Flying high with the white tiger

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Flying high with the white tiger


The tiger is an animal that often appears in Korean folktales. Sometimes portrayed as naive beasts and at others wise ones, tigers have become an important part of Korean culture.

Tigers constantly appear in our proverbs and everyday witticisms. For example, “You can survive by keeping up your spirit, even if you are taken by a tiger,” or “You have to be brave enough to enter the tiger’s den if you want to catch a cub.”

Also, there are 389 geographical names in Korea that are related to tigers. Hence, Choe Nam-seon, a historian and literary figure in the early 20th century, called Korea a country of tiger stories.

This is the year of the tiger. Among 60 years in the lunar calendar, this year falls on the Gyeongin year, which means white in color and gold in nature. Therefore, the symbol of the year is a white tiger, not an orange one.

The white tiger is a mystical creature along with the blue dragon, the red phoenix and the black tortoise. It is one of the four spiritual animals that safeguard the four quarters of heaven.

The white tiger is the guardian of the west. Presumably, the white tiger was included as one of the four imaginary beasts because it was a very rare species.

A white tiger is born out of mutations, and it is said that the probability of a white tiger, in the case of a Siberian tiger, is one out of every 100,000. The ones we see in the zoo that have white fur with chocolate-colored stripes and blue eyes are the Bengal tigers. In the case of Bengal tigers, the probability of giving birth to a white tiger is as high as one out of every 1,000, and it is said that artificial breeding is relatively easier. In Korea at the moment, there are 14 Bengal tigers in the zoo.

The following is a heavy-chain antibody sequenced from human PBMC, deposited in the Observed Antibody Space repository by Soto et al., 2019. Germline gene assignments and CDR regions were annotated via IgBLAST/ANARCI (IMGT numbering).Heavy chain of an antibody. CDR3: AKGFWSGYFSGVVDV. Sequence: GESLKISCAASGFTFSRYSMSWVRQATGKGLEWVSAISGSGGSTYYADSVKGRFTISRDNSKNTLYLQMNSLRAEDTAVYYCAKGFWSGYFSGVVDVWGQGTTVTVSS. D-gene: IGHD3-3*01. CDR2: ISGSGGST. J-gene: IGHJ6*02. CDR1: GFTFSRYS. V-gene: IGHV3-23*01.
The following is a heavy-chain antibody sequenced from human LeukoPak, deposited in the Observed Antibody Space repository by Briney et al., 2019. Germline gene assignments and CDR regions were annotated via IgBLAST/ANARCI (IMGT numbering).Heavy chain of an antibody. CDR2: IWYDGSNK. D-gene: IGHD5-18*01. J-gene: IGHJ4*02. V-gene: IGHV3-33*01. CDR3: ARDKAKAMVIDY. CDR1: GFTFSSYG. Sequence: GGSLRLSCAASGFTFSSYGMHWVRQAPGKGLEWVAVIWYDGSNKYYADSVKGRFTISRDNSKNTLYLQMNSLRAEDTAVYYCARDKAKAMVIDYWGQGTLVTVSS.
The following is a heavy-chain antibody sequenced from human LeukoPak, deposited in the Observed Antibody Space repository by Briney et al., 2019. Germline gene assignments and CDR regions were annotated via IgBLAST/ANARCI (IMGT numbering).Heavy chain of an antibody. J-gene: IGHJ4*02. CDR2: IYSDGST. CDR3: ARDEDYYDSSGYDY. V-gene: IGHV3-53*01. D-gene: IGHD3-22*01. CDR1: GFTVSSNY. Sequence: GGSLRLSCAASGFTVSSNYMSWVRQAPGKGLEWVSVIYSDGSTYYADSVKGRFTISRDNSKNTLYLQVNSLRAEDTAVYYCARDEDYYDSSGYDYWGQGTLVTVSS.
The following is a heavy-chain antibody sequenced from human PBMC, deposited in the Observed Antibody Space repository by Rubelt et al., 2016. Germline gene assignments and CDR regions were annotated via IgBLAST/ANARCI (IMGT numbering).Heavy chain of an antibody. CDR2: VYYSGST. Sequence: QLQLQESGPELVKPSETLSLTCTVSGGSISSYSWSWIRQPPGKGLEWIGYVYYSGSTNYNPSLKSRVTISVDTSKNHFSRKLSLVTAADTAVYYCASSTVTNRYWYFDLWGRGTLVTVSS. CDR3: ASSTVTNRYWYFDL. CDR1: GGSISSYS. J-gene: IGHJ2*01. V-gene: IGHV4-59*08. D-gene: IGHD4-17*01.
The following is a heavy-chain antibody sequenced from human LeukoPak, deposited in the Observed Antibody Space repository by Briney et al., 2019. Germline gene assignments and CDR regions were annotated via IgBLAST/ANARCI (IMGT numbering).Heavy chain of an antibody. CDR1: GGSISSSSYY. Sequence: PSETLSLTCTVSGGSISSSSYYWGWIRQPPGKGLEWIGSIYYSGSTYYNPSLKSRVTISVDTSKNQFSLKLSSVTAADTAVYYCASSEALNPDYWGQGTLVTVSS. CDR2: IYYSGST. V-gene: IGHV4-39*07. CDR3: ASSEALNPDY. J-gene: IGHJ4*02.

Astrologers say that, among the year of the tiger, the energy of money and sword is stronger in the Gyeongin year. Therefore, many boys born in this year will become military officers or assume high public posts, and girls have more chances to become medical doctors or pharmacists.

For that reason, perhaps, it is said that 122 out of 1,000 chief executive officers of Korea’s leading businesses were born in the year of the tiger, and that 71 out of the 122 born in the year of the tiger were born in the Gyeongin year.

On the other hand, it can also be a year of rapid change because the energy that runs to two extremes is too strong. Some past examples of this are the Korean War that broke out in 1950 and the Japanese occupation of the Korean Peninsula that started in full scale in 1890.

The Gyeongin year of 2010 is another turning point for a new era. This year, we will stand in the center of the world by presiding over the G-20 summit meeting and being a leader in green growth.

I hope this year will bring new heights for Korea, as if the tiger was given wings.

The writer is an editorial writer of the JoongAng Ilbo.

By Park Jong-kwon

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